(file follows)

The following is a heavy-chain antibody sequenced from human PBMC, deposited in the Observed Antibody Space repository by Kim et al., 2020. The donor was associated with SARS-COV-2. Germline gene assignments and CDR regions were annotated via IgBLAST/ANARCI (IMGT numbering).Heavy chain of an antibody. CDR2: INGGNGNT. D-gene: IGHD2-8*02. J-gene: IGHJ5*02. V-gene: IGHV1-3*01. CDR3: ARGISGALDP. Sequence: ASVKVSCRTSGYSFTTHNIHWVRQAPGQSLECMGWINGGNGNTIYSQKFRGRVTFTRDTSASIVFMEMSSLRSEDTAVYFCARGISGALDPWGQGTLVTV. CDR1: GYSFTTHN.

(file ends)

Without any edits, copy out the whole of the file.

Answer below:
The following is a heavy-chain antibody sequenced from human PBMC, deposited in the Observed Antibody Space repository by Kim et al., 2020. The donor was associated with SARS-COV-2. Germline gene assignments and CDR regions were annotated via IgBLAST/ANARCI (IMGT numbering).Heavy chain of an antibody. CDR2: INGGNGNT. D-gene: IGHD2-8*02. J-gene: IGHJ5*02. V-gene: IGHV1-3*01. CDR3: ARGISGALDP. Sequence: ASVKVSCRTSGYSFTTHNIHWVRQAPGQSLECMGWINGGNGNTIYSQKFRGRVTFTRDTSASIVFMEMSSLRSEDTAVYFCARGISGALDPWGQGTLVTV. CDR1: GYSFTTHN.